This summer has brought ferocious heatwaves from India to Siberia and the U.S. Lethal temperatures are no surprise – heatwaves are now more common, more intense and longer-lasting, with 2020 likely to be the hottest year since records began.
This extreme heat carries a heavy cost for one billion people living without access to cooling, including outdoor workers and those living in overheating housing. Their health, their crops, and their vaccines are in danger. Some live in homes that regularly become too hot to step inside – while others risk illness and death simply to make a living, working under a beating sun in fields or on construction sites.
Conventional air conditioning is not the answer. It is unaffordable for the worst off, and the energy and gases it demands further accelerate the climate crisis. Instead, there is an urgent need for sustainable cooling – solutions that are accessible to marginalised people and do not further harm the planet.
The good news: these solutions already exist, from innovative building design to solar-powered refrigeration. The bad news: they are not scaling up fast enough. That’s where philanthropy comes in, with a unique role to play in speeding the spread of sustainable cooling.
Fair cooling and philanthropy are a perfect fit
Sustainable cooling innovators often struggle to secure investment and funding. Sustainable cooling is rarely seen as a unified sector, and so lacks the recognition, champions and networks (such as industry bodies) that help attract support. On a policy level, responding to extreme heat often falls between different government departments – such as health and environment. And despite the huge threat they pose, heatwaves can sometimes be treated with less seriousness than other events that bring more physical damage and obvious fatalities – such as typhoons or earthquakes. In fact, that is why momentum is gathering behind the idea of naming heatwaves, just as we name hurricanes.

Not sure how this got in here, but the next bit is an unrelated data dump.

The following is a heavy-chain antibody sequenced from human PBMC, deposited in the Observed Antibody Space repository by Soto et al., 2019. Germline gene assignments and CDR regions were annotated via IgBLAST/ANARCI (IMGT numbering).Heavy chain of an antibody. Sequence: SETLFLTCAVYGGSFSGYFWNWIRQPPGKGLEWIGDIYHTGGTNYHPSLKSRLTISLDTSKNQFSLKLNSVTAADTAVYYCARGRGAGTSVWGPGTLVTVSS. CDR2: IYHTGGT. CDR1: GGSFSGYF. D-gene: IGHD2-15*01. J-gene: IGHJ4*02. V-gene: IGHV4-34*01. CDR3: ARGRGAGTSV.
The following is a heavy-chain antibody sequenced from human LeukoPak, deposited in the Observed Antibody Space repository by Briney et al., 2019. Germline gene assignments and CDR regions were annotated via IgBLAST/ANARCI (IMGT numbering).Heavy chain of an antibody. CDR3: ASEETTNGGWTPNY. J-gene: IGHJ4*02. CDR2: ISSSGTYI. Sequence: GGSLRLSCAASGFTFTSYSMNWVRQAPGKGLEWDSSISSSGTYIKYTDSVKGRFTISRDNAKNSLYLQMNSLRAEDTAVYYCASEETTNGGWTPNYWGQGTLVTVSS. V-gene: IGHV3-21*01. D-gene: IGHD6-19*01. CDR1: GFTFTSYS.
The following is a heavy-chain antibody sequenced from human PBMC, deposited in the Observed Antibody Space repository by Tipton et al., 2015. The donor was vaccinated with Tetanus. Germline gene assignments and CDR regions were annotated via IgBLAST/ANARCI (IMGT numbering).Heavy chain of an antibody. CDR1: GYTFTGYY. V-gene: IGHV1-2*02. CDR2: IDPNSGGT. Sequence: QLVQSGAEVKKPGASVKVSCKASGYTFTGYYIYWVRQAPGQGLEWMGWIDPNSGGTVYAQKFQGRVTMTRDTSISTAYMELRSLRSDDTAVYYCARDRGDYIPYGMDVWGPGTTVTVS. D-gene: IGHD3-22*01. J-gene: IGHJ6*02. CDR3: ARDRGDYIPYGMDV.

Finally, sustainable cooling initiatives are often pitched against the multi-billion pound air conditioning industry. One organisation working to overcome the ‘air-conditioning-as-default’ thinking is cBalance of India. They help education institutions bring sustainable cooling techniques – such as passive design, which makes smart use of shading and ventilation – into curricula for budding engineers and architects.
In this difficult environment, even proven solutions can find it hard to grow. Philanthropic capital can play a key role by kickstarting progress – particularly if funders show patience and the flexibility that allows innovators to work with the most marginalised communities, those most in need of cooling. What’s more, the multiple benefits of sustainable cooling can allow funders to reach many goals with a single intervention – such as lower carbon emissions, better health, improved incomes and reduced inequality.
Cooling innovation from Egypt to India
Today’s sustainable cooling pioneers include ECOnsult, a woman-led architecture firm in Egypt who designed Bahareya Village, an accommodation complex for agricultural workers at an organic tea plantation in the country’s Western Desert.
Roofs have been covered in heat-reflecting tiles, while light-coloured paint and materials have been used to achieve the same effect. Wall thickness has been designed to control heat, and the grouping of structures close together creates cooling wind corridors. In a scorching environment, indoor temperatures are kept between 19 and 26 degrees without any need to use air conditioning.
Greenery is another key weapon in the battle against extreme heat. After enduring years of high crime and violence, the Colombian city of Medellín faces a new threat – rising temperatures. The city authority’s response is the Green Corridors project. Vegetation shades cyclists and pedestrians, cools built up areas and cleans the air along busy roads. The scheme, which includes training for marginalised people, could soon spread to other Colombian cities.
Cold storage facilities are key to reducing waste and increasing income for farmers. In India, cooling is currently only available for about 10% of perishable products, leaving 370 million tonnes of produce at risk. Cold chain innovator Ecozen is tackling this problem with portable solar powered cold rooms. These help even poorer farmers to supply quality produce to markets near and far.
Towards a cooler future
The danger of rising temperatures is typical of the shocking unfairness at the heart of the climate emergency. Marginalised people bear least responsibility, but are paying the highest price. As a result, backing for sustainable cooling is a decisive step towards climate justice. On a deeply uneven playing field, philanthropic capital can play a vital role creating cooling for all.
Harriet Lamb is the CEO of Ashden.